Sea-Intelligence: Asia-Europe spot could exceed 20,000 US$/FFE

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As spot rates continue to skyrocket, Alan Murphy, CEO of Sea-Intelligence, says it will boil down to lowering container demand until it matches available vessel capacity. But the actual level where this happens is not known.

Spot rates in the container shipping industry have continued their upward trajectory, prompting growing concerns among shippers about the extent of future increases. Analysts acknowledge that while prices are climbing steadily, the ultimate ceiling remains uncertain.

“Simply put, prices will rise until enough shippers find shipping costs prohibitive,” says Alan Murphy, CEO of Sea-Intelligence, a maritime analytics firm.

This will lower container demand, to the point where it matches the available vessel capacity. But the actual level where this happens is not known. The easiest answer to ‘how high can rates go?’ would be to point to the maximum level seen during the pandemic. This, however, does not account for the increased round-Africa sailing distances that weren’t present during the pandemic.”

According to Sea-Intelligence, Asia-Europe spot rates could exceed US$ 20,000 per forty-foot container (FFE).

“If the rate paid per nautical mile reaches the same level as during the pandemic, we will see spot rates of 18,900 USD/FFE from Shanghai to Rotterdam, 21,600 USD/FFE from Shanghai to Genoa, and 2,200 USD/FFE on the back-haul from Rotterdam to Shanghai,” Murphy added.

On the other hand, Xeneta, an ocean and freight rate benchmarking and intelligence platform, said last week that spot rates on major trades out of the Far East were poised to increase again in mid-June, but to a less dramatic extent than witnessed in May and early June.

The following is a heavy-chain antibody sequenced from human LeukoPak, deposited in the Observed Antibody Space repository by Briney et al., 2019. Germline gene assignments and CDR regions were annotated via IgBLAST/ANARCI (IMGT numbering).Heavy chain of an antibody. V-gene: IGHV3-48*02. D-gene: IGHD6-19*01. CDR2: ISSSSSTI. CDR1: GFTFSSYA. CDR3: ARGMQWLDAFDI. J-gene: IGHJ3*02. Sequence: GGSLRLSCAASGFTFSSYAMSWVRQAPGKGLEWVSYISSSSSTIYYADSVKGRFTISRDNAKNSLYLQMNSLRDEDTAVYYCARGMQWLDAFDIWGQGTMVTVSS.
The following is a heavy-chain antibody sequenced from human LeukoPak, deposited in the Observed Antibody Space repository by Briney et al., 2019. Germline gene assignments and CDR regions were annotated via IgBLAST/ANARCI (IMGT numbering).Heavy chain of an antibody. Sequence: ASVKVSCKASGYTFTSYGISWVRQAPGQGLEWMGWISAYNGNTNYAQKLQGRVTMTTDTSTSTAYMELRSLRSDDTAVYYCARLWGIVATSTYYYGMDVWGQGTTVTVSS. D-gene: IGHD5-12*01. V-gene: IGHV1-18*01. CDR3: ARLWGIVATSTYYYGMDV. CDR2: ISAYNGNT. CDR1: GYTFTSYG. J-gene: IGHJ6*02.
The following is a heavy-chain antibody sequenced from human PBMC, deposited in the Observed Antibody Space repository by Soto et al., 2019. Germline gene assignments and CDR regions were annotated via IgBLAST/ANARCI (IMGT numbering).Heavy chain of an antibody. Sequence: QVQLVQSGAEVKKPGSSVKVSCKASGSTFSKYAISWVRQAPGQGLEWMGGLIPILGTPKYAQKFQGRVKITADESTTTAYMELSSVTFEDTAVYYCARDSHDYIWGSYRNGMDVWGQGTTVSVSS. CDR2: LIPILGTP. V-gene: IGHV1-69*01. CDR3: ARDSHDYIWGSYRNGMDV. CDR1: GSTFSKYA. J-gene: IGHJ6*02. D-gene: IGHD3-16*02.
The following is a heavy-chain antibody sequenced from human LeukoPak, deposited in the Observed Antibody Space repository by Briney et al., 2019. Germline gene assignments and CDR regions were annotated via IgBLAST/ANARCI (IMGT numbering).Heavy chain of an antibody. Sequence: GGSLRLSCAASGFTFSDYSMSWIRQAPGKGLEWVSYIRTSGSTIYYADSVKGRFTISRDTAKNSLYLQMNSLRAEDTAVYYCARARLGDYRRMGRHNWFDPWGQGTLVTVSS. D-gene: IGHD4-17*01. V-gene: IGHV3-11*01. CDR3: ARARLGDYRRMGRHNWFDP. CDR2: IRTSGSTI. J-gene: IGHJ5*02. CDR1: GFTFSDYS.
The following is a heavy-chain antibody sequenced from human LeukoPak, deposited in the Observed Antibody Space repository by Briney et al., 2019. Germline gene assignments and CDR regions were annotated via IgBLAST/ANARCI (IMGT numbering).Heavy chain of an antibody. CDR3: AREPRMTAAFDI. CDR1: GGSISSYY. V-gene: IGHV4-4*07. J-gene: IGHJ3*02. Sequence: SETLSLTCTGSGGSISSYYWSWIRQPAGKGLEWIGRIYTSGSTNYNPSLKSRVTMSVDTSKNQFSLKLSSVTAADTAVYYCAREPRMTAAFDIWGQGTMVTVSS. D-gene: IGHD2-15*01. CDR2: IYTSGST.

Xeneta’s increase projection for June 15 said that the average spot rates would reach:

  • Far East to US West Coast US$6,178 per FFE
  •  Far East into the US East Coast US$7,114 per FFE
  • Far East to North Europe US$6,357 per FFE
  • Far East into the Mediterranean US$7,048 per FFE.

“Any sign of a slowing in the growth of spot rates will be welcomed by shippers, but this is an extremely challenging situation and it is likely to remain so,” says Peter Sand, Xeneta’s Chief Analyst.

“The market is still rising and some shippers are still facing the prospect of not being able to ship containers on existing long term contracts and having their cargo rolled.”

“Compared to mid-December last year before the outbreak of conflict in the Red Sea, average spot rates from the Far East are up 276% into the US West Coast and 316% into North Europe – these are huge financial hits for shippers to absorb,” Sand said.

“With the ongoing conflict in the Red Sea region, congestion at ports in the Mediterranean and Asia, equipment shortages and shippers frontloading imports ahead of the Q3 peak season, the pressure within the ocean freight container shipping system is still at severe levels.

“The breakdown of labour negotiations and the threat of union action at US East Coast and Gulf Coast ports will add even more pressure and move the needle further into the red.

“We must also consider the potential impact spiralling ocean freight container shipping spot rates can have on inflation in the US and Europe if these increasing costs are ultimately passed on to the end consumers.

“At the moment it is unlikely – but not impossible – that spot rates will reach the levels seen during the Covid-19 pandemic but there are so many factors in play it is not possible to predict the market with any degree of certainty.

“For example, any potential ceasefire between Israel and Hamas could change the picture completely if it helps to end attacks on container ships by Houthi militia and see a large-scale return of carriers to the Red Sea region.”

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